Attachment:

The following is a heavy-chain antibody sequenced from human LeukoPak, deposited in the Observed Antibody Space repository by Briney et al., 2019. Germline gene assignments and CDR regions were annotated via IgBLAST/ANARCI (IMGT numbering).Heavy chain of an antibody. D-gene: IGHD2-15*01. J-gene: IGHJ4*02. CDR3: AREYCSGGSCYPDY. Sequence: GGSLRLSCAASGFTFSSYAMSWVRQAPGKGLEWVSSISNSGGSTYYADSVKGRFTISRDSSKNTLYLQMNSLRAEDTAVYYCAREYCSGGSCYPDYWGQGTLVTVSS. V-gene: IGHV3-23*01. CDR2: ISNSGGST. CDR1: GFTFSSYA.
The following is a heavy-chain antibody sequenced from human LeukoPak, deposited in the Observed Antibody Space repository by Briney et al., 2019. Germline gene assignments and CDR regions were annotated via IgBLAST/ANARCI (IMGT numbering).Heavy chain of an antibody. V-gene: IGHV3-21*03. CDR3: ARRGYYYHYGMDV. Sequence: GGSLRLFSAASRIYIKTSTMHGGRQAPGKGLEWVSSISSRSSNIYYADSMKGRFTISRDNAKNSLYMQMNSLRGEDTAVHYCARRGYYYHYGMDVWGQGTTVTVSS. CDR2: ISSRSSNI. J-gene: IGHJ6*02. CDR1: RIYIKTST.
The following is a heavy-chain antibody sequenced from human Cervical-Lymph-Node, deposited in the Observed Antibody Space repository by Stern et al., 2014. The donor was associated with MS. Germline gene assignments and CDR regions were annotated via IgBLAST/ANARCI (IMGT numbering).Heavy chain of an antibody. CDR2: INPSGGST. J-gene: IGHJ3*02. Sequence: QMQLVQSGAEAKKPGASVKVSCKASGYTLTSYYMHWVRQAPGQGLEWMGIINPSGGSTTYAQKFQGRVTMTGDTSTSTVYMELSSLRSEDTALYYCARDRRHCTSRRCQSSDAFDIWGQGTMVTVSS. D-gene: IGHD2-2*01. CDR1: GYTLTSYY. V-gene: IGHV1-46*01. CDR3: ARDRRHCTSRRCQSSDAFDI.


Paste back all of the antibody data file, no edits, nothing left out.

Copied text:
The following is a heavy-chain antibody sequenced from human LeukoPak, deposited in the Observed Antibody Space repository by Briney et al., 2019. Germline gene assignments and CDR regions were annotated via IgBLAST/ANARCI (IMGT numbering).Heavy chain of an antibody. D-gene: IGHD2-15*01. J-gene: IGHJ4*02. CDR3: AREYCSGGSCYPDY. Sequence: GGSLRLSCAASGFTFSSYAMSWVRQAPGKGLEWVSSISNSGGSTYYADSVKGRFTISRDSSKNTLYLQMNSLRAEDTAVYYCAREYCSGGSCYPDYWGQGTLVTVSS. V-gene: IGHV3-23*01. CDR2: ISNSGGST. CDR1: GFTFSSYA.
The following is a heavy-chain antibody sequenced from human LeukoPak, deposited in the Observed Antibody Space repository by Briney et al., 2019. Germline gene assignments and CDR regions were annotated via IgBLAST/ANARCI (IMGT numbering).Heavy chain of an antibody. V-gene: IGHV3-21*03. CDR3: ARRGYYYHYGMDV. Sequence: GGSLRLFSAASRIYIKTSTMHGGRQAPGKGLEWVSSISSRSSNIYYADSMKGRFTISRDNAKNSLYMQMNSLRGEDTAVHYCARRGYYYHYGMDVWGQGTTVTVSS. CDR2: ISSRSSNI. J-gene: IGHJ6*02. CDR1: RIYIKTST.
The following is a heavy-chain antibody sequenced from human Cervical-Lymph-Node, deposited in the Observed Antibody Space repository by Stern et al., 2014. The donor was associated with MS. Germline gene assignments and CDR regions were annotated via IgBLAST/ANARCI (IMGT numbering).Heavy chain of an antibody. CDR2: INPSGGST. J-gene: IGHJ3*02. Sequence: QMQLVQSGAEAKKPGASVKVSCKASGYTLTSYYMHWVRQAPGQGLEWMGIINPSGGSTTYAQKFQGRVTMTGDTSTSTVYMELSSLRSEDTALYYCARDRRHCTSRRCQSSDAFDIWGQGTMVTVSS. D-gene: IGHD2-2*01. CDR1: GYTLTSYY. V-gene: IGHV1-46*01. CDR3: ARDRRHCTSRRCQSSDAFDI.